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Greenpeace's Rainbow Warrior III takes shape

The Local · 3 Jul 2011, 08:46

Published: 03 Jul 2011 08:46 GMT+02:00

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"The Rainbow Warrior III is much more than a flagship," the group's spokesman Mike Townsley told AFP ahead of the vessel being floated on Monday prior to its official launch for Greenpeace's 40th birthday in October.

"It is very modern and very ecological ... It is the practical application of our values."

Costing an estimated €23 million ($33.4 million), 10-15 percent of Greenpeace's total annual budget, this is the first time that Greenpeace is having a Rainbow Warrior built from scratch to its own specifications.

The first one, sunk by French agents in 1985 in New Zealand while Greenpeace was attempting to stop nuclear testing in the Pacific, was a converted British fisheries research trawler built in 1955 acquired by Greenpeace in 1978.

The second, another former fishing vessel, is more than 50 years old and is being retired after being "rammed, raided and bombed" in numerous campaigns against nuclear testing, over-fishing and illegal logging, Greenpeace says.

The contract to construct what Greenpeace calls its "eyes and ears" against environmental destruction - and for action "when bearing witness isn't enough" - went to 161-year-old German shipyard Fassmer in 2009.

The hull was made in the Polish port of Gdansk, with work beginning last year on July 10, the same date as the sinking of the first Rainbow Warrior in Auckland 25 years earlier in which one activist was killed. It was brought to the Bremen shipyard in Germany in November.

Visited by AFP in recent days, the 58-metre-long (190-foot-long) vessel, weighing 680 tonnes, already sports the logo of a white dove and rainbow on each side of its green hull.

Inside, 120 employees of the family-owned Fassmer are working hard to get everything ready and to ensure that the shipyard meets Greenpeace's demands that the vessel is ecologically sound.

"It is something very special working for Greenpeace," says the ship's chief designer Uwe Lampe, admitting to getting "a few migraines" trying to give the non-governmental organization the ship of its dreams.

"We have constructed a boat with an unusually high number of environmental and safety standards ... We can only use parts that meet European norms and materials from Europe, so no Chinese steel or Russian plywood," he said.

"The whole concept of the boat was, how should I say, very complex," he told AFP.

"It's like a small town, with its own electricity generator, air conditioning, waste water treatment and laboratory."

The boat is powered by sails on its 50-metre masts, by an electric motor allowing it to reach a top speed of 10 knots and a diesel engine giving it 15 knots.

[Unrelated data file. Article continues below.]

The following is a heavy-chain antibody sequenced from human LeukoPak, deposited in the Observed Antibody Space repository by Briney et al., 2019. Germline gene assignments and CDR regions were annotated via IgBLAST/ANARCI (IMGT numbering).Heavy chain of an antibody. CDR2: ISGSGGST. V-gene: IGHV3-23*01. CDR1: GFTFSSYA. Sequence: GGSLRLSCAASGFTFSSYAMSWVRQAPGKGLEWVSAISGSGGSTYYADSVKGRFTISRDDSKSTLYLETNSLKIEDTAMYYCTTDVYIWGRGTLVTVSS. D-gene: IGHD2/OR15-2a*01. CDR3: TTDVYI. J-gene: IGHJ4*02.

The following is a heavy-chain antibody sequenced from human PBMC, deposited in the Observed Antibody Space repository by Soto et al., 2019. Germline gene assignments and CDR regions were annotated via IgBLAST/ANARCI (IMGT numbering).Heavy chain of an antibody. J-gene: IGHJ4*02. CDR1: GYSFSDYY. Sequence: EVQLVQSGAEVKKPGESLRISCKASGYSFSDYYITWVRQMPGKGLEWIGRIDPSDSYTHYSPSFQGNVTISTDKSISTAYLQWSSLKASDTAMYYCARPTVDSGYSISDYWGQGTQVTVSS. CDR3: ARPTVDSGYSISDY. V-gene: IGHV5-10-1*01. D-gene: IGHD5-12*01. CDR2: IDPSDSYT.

Story continues below…

Another demand from Greenpeace was for Rainbow Warrior III's radio room to be able to withstand for at least 30 minutes any attempts by Special Forces to break in - something which would not be a first.

The ship can house a crew of up to 33 who can survive for four weeks without outside supplies. It also has a helipad in the stern and its masts will be decked out with 48 antennae and other pieces of electronic gadgetry.

More information can be found at a special website, http://anewwarrior.greenpeace.org, where Greenpeace is also calling for donations.

AFP/The Local

The Local (news@thelocal.de)

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Your comments about this article

14:59 July 3, 2011 by DOZ
I wait for news of it's sinking, in antisss ipation.
17:17 July 3, 2011 by Englishted
Is it biodegradable?
21:45 July 3, 2011 by Landmine
If that is a picture of their new rusty weapon, the world has nothing to fear...
22:43 July 3, 2011 by roblongstaff
Wow. First three comments are negative/cynical.
23:32 July 3, 2011 by wood artist
While they may not always be "right," they do serve as a valuable element of the reminders we should consider all the impacts of the decisions we make.

06:04 July 4, 2011 by c12dat
... radio room ... 48 antennae ... apparently these guys have not heard of electronic jamming.

When the jamming equipment is turned on ... no one will hear you.

... calling for donations ... comical to say the least.
16:28 July 4, 2011 by derExDeutsche
I guess we should be happy they aren't calling it ' The Audacity of Hope' or 'Yes, We Can' . so, where does Greenpeace get €230,000.- per year from? I recall them hounding me on the streets of Manhattan in the days after the Oil Leak. They were looking to shut down ALL drilling permanently. Their agenda is clear.
23:28 July 4, 2011 by neunElf
they surely won't be using fossil fuels to power their ship will they?

Of course they will, they criticize everyone else, but they of course are exempt from their ridiculous moralizing!
10:22 July 6, 2011 by moistvelvet
"Wow. First three comments are negative/cynical"

Make that the first four!
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